Marcus Mosiah Garvey, in citing the legendary Fredrick Douglass, taught the Jamaican people, and by extension Garveyites worldwide, that there is no struggle without progress. Members of the African diaspora, whether as Nigerian merchants in China or as Jamaican cane cutters in Cuba, know struggle. In fact, the historical record shows Jamaican migrant labourers appealing to the British Crown to protect their British subjects in the former Spanish colony, Cuba. Jamaicans who came to Canada in the early 1980s knew what it meant to struggle, to work menial jobs and raise children in a foreign land. In the midst of this struggle, Jamaican youth and other AfroCaribbean young people took to the emergence of hip hop culture in droves. In many Canadian cities, like Montreal, Toronto and Edmonton, Jamaican youth grappling with being ‘fawners’ became avid hip hop fans. Caribbean youth attended hip hop jams in the thousands as the newly emerging subculture and musical genre. Hip Hop music in the 1980s uniquely blended the toasting tradition of Jamaican music with the turntable innovations from New York City making for an entirely new black diasporic cultural expression. Jamaican soundsystem culture migrated to and was reborn in the Canadian context, as soundcrews like TKO, Chic Dynasty, Sunshine and Powerhouse mirrored the culture’s community focused mentality ensuring dances and concerts reverberated a Caribbean sentiment, making the Canadian context feel more like home.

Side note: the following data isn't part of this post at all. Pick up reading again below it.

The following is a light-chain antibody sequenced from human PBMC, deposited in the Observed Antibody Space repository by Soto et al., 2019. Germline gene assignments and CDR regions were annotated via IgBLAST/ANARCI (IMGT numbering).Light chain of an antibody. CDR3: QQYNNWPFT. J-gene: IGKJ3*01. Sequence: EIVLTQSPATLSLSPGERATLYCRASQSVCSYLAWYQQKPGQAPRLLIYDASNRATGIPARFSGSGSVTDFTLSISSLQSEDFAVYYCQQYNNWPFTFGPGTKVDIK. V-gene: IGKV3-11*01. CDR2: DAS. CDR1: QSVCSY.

DJs such as Ron Nelson in Toronto and Butcher T in Montreal regularly visited New York, added newly emerging hip hop records into their mixes on their radio shows, The Fantastic Voyage in Toronto and Club 980 in Montreal. The struggle to create a new culture for Afro Caribbean youth was real as anti-black racism made schooling unpleasant. In Toronto hip hop radio shows proliferated as the Fantastic Voyage blazed a trail, other shows like the Jam Factor Show, The Power Move Show and the Masterplan Radio show carried the torch, ensuring hip hop culture permeated the city of Toronto and provided a way for Afro Caribbean youth to enjoy themselves in a seemingly foreign land. High school dances and roller skating rinks became venues where the experimentation with this ‘new’ hip hop music would take place and AfroCaribbean youth could experience joy. Fast forward thirty years and hip hop culture is no longer the special privilege of AfroCaribbean youth in Montreal, New York and Toronto. Globally, hip hop culture is now a cultural and economic force, dramatically rearranging the music, fashion and entertainment industries. It is about time Canadian society celebrate our legendary pioneering DJs in Ron Nelson and Butcher T, especially as the country spends this sesquicentennial year reflecting on our history over the last 150 years. With the Province of Ontario recently recognizing the United Nations Declaration for the Decade of Peoples of African descent, the time in now to set the historical record straight for the next 150 years and celebrate those Jamaican Canadians who were pioneers in Canadian hip hop.